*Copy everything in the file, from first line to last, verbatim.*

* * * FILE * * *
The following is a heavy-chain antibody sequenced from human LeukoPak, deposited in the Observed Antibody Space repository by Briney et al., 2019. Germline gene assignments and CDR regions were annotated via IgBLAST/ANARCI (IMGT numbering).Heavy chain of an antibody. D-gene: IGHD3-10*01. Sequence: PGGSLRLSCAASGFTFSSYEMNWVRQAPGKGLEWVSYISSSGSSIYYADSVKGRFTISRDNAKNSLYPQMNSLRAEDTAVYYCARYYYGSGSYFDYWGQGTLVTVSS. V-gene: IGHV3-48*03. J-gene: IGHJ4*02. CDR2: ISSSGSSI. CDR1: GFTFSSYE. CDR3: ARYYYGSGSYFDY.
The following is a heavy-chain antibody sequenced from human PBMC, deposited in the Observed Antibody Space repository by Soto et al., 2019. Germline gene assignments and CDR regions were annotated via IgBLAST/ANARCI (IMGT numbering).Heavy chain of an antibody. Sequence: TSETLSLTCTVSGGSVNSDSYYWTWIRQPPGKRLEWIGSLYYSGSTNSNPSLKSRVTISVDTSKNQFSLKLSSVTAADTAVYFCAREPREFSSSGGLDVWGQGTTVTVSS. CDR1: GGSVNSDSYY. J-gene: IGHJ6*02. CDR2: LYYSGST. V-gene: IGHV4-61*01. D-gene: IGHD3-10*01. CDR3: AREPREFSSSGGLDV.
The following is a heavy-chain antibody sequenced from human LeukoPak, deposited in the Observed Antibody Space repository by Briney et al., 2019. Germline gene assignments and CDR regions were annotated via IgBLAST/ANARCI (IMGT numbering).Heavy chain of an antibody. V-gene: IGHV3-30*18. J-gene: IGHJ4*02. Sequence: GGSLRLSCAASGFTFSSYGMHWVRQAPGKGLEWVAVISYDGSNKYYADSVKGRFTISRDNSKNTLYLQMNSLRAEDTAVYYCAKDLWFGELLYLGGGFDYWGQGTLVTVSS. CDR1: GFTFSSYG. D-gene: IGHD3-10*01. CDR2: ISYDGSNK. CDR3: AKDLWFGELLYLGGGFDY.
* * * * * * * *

The following is a heavy-chain antibody sequenced from human LeukoPak, deposited in the Observed Antibody Space repository by Briney et al., 2019. Germline gene assignments and CDR regions were annotated via IgBLAST/ANARCI (IMGT numbering).Heavy chain of an antibody. D-gene: IGHD3-10*01. Sequence: PGGSLRLSCAASGFTFSSYEMNWVRQAPGKGLEWVSYISSSGSSIYYADSVKGRFTISRDNAKNSLYPQMNSLRAEDTAVYYCARYYYGSGSYFDYWGQGTLVTVSS. V-gene: IGHV3-48*03. J-gene: IGHJ4*02. CDR2: ISSSGSSI. CDR1: GFTFSSYE. CDR3: ARYYYGSGSYFDY.
The following is a heavy-chain antibody sequenced from human PBMC, deposited in the Observed Antibody Space repository by Soto et al., 2019. Germline gene assignments and CDR regions were annotated via IgBLAST/ANARCI (IMGT numbering).Heavy chain of an antibody. Sequence: TSETLSLTCTVSGGSVNSDSYYWTWIRQPPGKRLEWIGSLYYSGSTNSNPSLKSRVTISVDTSKNQFSLKLSSVTAADTAVYFCAREPREFSSSGGLDVWGQGTTVTVSS. CDR1: GGSVNSDSYY. J-gene: IGHJ6*02. CDR2: LYYSGST. V-gene: IGHV4-61*01. D-gene: IGHD3-10*01. CDR3: AREPREFSSSGGLDV.
The following is a heavy-chain antibody sequenced from human LeukoPak, deposited in the Observed Antibody Space repository by Briney et al., 2019. Germline gene assignments and CDR regions were annotated via IgBLAST/ANARCI (IMGT numbering).Heavy chain of an antibody. V-gene: IGHV3-30*18. J-gene: IGHJ4*02. Sequence: GGSLRLSCAASGFTFSSYGMHWVRQAPGKGLEWVAVISYDGSNKYYADSVKGRFTISRDNSKNTLYLQMNSLRAEDTAVYYCAKDLWFGELLYLGGGFDYWGQGTLVTVSS. CDR1: GFTFSSYG. D-gene: IGHD3-10*01. CDR2: ISYDGSNK. CDR3: AKDLWFGELLYLGGGFDY.